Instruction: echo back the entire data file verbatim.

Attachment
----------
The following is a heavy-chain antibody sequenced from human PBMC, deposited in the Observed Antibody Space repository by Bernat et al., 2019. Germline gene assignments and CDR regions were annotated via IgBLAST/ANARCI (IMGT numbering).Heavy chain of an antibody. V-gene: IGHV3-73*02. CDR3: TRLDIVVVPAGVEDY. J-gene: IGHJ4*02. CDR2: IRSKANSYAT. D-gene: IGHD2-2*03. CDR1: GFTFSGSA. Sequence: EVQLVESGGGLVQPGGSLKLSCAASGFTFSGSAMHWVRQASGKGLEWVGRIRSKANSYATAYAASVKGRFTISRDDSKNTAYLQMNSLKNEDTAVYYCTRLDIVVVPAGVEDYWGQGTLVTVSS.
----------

The following is a heavy-chain antibody sequenced from human PBMC, deposited in the Observed Antibody Space repository by Bernat et al., 2019. Germline gene assignments and CDR regions were annotated via IgBLAST/ANARCI (IMGT numbering).Heavy chain of an antibody. V-gene: IGHV3-73*02. CDR3: TRLDIVVVPAGVEDY. J-gene: IGHJ4*02. CDR2: IRSKANSYAT. D-gene: IGHD2-2*03. CDR1: GFTFSGSA. Sequence: EVQLVESGGGLVQPGGSLKLSCAASGFTFSGSAMHWVRQASGKGLEWVGRIRSKANSYATAYAASVKGRFTISRDDSKNTAYLQMNSLKNEDTAVYYCTRLDIVVVPAGVEDYWGQGTLVTVSS.